In the evening of November 22nd, 1963, C.S. Lewis sat down at his desk and answered fan mail. The last letter he wrote was to a boy named Philip, and my favorite bit of it is when he writes, “thank you for telling me that you like my books, a thing an author is always pleased to hear. It is a funny thing that all the children who have written to me see at once who Aslan is, and grown ups never do!” I love that Lewis always wrote with such respect and collegiality to children, and I also enjoy the real pleasure Lewis seemed to take in hearing that a kid liked his books.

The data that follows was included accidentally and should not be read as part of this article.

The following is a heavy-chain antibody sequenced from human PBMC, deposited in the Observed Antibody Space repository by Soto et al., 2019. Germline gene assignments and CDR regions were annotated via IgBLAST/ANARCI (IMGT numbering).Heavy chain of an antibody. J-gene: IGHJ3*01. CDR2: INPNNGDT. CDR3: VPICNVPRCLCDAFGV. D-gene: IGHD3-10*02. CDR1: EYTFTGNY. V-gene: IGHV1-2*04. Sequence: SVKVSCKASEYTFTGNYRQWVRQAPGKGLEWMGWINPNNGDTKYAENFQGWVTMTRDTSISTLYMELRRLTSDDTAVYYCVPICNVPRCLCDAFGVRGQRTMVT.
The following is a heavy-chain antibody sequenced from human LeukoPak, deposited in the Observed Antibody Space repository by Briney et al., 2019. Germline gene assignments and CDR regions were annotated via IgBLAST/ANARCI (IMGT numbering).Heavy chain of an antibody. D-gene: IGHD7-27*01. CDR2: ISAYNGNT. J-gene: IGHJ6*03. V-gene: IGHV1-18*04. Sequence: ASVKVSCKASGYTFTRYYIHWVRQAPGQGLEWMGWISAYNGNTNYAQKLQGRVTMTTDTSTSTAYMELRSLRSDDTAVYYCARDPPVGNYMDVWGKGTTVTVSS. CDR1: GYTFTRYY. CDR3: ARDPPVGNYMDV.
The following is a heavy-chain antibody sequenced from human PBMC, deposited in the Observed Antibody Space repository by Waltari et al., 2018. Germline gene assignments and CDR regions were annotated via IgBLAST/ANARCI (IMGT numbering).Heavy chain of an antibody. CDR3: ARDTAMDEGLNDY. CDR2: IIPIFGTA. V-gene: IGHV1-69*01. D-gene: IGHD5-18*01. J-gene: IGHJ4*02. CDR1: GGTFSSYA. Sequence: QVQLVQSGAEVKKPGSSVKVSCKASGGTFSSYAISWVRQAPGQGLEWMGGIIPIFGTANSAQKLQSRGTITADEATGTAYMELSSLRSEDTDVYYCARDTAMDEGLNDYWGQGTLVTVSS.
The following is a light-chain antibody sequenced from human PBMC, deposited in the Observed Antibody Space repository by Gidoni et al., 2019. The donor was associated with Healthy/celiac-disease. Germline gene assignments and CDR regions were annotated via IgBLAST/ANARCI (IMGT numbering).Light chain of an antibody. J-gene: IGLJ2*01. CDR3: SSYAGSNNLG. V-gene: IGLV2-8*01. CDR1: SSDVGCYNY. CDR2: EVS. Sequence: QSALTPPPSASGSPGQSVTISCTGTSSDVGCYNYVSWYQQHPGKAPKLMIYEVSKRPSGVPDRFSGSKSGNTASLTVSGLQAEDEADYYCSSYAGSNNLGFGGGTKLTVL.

The next morning, Lewis made his way out of this world and into the next. He was in his longtime home, in his bedroom. Kidney failure. Those close to him said that he had been cheerful, even peaceful about his eventual passing. He had briefly slipped into a coma a few months earlier, and had been almost disappointed to find himself back in this life. “Poor Lazarus!” he had written to his good friend Arthur Greeves. He spent what time remained writing letters, reading books (both new ones he wanted to finish, and old beloved ones). A week before he died he said to his brother, “Warnie, I have done all that I was sent into the world to do, and I am ready to go.”